Main Thread via the Event Queue (e.g. by Application.QueueAsyncCall or
TTherad.Queue).

-Michael
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Re: Best way to check SimpleIPC for messages

noreply
In reply to this post by Michael Van Canneyt
On 2017-05-12 09:37, Michael Van Canneyt wrote:
>> Obviously "avoid threads where possible" but only if there is a
>> simpler mechanism not reinventing a thread. So it seems to me onidle
>> in fpgui is a simpler way than creating a new separate thread
>> yourself, but how to do it in a program that has no fpgui onidle?
>
> Check manually. What else is left ? There is no message queue, so no
> loop in which to check at regular basis.


What's left is possibly something like apache 1.3 source code which
somehow, AFAIR avoids using threads by using some other obscure strange
thing, which I have forgotten. Possibly something like old dos programs
used (sorry, not a Dos programmer, don't know.. not old enough).

Quote from some slashdot comment:
"There is an Apache2 mpm, called "prefork", which isn't threaded and
basically makes Apache2 look like Apache1. But hey, we have a very good
server already that looks like Apache1."

Some people have magically figured out how to avoid threads using
possibly bizarre techniques..

Quote " It handles requests in a manner similar to Apache 1.3. It is
appropriate for sites that need to avoid threading for compatibility
with non-thread-safe libraries. It is also the best MPM for isolating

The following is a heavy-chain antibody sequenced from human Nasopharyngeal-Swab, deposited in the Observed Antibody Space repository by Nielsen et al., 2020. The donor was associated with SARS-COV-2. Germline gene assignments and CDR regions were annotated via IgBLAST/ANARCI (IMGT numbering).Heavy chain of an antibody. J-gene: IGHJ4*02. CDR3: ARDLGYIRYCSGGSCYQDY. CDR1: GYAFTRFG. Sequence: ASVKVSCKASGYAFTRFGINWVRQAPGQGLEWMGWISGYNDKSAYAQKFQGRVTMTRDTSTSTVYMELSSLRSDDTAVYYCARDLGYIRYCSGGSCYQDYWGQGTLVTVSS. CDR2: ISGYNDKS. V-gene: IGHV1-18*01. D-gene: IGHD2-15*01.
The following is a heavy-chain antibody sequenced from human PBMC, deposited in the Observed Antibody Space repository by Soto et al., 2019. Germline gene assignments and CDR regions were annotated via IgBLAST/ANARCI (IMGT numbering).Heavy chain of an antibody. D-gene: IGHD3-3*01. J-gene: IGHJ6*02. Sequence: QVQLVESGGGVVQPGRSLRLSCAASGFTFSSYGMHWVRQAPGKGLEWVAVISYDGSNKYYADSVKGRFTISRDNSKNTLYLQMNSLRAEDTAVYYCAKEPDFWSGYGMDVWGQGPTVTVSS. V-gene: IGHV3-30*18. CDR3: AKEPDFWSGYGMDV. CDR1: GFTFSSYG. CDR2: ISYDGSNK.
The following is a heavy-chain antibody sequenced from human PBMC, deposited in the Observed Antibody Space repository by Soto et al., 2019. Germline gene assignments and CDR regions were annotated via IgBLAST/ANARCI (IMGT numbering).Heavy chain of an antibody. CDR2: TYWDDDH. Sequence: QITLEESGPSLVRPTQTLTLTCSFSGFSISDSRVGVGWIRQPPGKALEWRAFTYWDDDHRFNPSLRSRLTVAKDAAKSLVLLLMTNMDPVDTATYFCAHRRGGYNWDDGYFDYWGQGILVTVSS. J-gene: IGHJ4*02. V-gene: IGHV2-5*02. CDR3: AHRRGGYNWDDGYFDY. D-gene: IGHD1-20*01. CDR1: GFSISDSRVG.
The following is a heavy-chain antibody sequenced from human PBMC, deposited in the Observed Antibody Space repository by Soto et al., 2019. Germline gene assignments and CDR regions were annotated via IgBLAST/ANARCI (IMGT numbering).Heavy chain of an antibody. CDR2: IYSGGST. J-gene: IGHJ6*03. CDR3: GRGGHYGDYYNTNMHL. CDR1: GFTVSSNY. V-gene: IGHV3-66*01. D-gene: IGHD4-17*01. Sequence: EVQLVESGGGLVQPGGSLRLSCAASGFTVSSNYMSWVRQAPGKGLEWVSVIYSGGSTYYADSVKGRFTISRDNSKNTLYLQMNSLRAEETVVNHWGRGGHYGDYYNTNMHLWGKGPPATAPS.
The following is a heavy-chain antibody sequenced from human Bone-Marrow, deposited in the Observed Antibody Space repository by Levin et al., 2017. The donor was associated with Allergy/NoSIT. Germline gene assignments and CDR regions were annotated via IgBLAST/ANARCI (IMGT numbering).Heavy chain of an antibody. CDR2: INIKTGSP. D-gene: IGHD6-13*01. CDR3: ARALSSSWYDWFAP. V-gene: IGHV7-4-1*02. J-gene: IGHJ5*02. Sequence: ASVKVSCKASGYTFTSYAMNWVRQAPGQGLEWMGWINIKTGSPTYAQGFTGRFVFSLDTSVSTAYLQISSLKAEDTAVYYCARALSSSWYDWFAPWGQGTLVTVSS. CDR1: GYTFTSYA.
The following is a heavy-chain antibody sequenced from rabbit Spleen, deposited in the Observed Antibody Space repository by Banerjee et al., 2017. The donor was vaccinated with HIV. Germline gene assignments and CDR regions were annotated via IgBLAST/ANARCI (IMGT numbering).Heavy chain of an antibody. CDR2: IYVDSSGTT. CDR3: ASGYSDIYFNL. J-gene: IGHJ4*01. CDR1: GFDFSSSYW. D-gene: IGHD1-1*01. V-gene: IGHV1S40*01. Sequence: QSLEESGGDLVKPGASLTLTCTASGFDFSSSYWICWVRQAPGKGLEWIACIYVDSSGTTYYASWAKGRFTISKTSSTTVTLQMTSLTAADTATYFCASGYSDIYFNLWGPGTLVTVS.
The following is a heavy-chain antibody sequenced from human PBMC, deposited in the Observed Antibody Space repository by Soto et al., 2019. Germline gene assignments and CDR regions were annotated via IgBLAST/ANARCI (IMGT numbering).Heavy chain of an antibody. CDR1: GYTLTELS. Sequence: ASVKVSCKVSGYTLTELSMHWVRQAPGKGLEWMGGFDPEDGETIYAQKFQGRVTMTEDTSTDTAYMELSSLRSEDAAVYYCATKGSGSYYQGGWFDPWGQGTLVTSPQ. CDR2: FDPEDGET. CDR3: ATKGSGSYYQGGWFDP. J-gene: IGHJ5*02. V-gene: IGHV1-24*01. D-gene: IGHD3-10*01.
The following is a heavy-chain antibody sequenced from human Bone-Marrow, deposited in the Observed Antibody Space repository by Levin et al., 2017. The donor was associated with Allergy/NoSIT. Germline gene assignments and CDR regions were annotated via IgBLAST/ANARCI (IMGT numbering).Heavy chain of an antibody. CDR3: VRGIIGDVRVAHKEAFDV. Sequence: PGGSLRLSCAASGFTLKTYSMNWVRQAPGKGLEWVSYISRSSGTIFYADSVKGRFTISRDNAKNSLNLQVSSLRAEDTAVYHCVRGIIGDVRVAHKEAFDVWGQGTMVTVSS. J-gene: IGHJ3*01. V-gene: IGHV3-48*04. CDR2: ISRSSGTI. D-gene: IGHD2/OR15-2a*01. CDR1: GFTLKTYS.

each request, so that a problem with a single request will not affect
any other."

I looked into the apache 1.3 sources before to figure out what they
used, but long forgotten now.
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Re: Best way to check SimpleIPC for messages

Michael Van Canneyt


On Mon, 15 May 2017, [hidden email] wrote:

> On 2017-05-12 09:37, Michael Van Canneyt wrote:
>>> Obviously "avoid threads where possible" but only if there is a
>>> simpler mechanism not reinventing a thread. So it seems to me onidle
>>> in fpgui is a simpler way than creating a new separate thread
>>> yourself, but how to do it in a program that has no fpgui onidle?
>>
>> Check manually. What else is left ? There is no message queue, so no
>> loop in which to check at regular basis.
>
>
> What's left is possibly something like apache 1.3 source code which
> somehow, AFAIR avoids using threads by using some other obscure strange
> thing, which I have forgotten. Possibly something like old dos programs
> used (sorry, not a Dos programmer, don't know.. not old enough).

They use select (or poll) and fork. So the equivalent of threads.
mpm = multi process module.

select is basically what peekmessage does.

Michael.
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Re: Best way to check SimpleIPC for messages

Michael Schnell
On 16.05.2017 07:30, Michael Van Canneyt wrote:
>
> select is basically what peekmessage does.
>
AFAIK "select()" (and - more versatile -  "<e>poll()"  ) in Linux uses
an appropriate system call to wait on one of multiple events (i.e.
devices, including e.g. pipes, which might be used by IPC). (Despite the